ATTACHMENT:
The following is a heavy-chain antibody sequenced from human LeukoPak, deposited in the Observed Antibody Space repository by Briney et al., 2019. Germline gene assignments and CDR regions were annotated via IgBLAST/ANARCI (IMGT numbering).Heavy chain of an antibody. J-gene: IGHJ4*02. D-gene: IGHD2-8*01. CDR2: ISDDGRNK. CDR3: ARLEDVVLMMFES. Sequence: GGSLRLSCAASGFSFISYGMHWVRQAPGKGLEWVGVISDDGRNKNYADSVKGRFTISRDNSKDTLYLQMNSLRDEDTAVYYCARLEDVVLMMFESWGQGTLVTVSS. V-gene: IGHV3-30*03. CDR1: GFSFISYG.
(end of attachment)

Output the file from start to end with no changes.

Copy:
The following is a heavy-chain antibody sequenced from human LeukoPak, deposited in the Observed Antibody Space repository by Briney et al., 2019. Germline gene assignments and CDR regions were annotated via IgBLAST/ANARCI (IMGT numbering).Heavy chain of an antibody. J-gene: IGHJ4*02. D-gene: IGHD2-8*01. CDR2: ISDDGRNK. CDR3: ARLEDVVLMMFES. Sequence: GGSLRLSCAASGFSFISYGMHWVRQAPGKGLEWVGVISDDGRNKNYADSVKGRFTISRDNSKDTLYLQMNSLRDEDTAVYYCARLEDVVLMMFESWGQGTLVTVSS. V-gene: IGHV3-30*03. CDR1: GFSFISYG.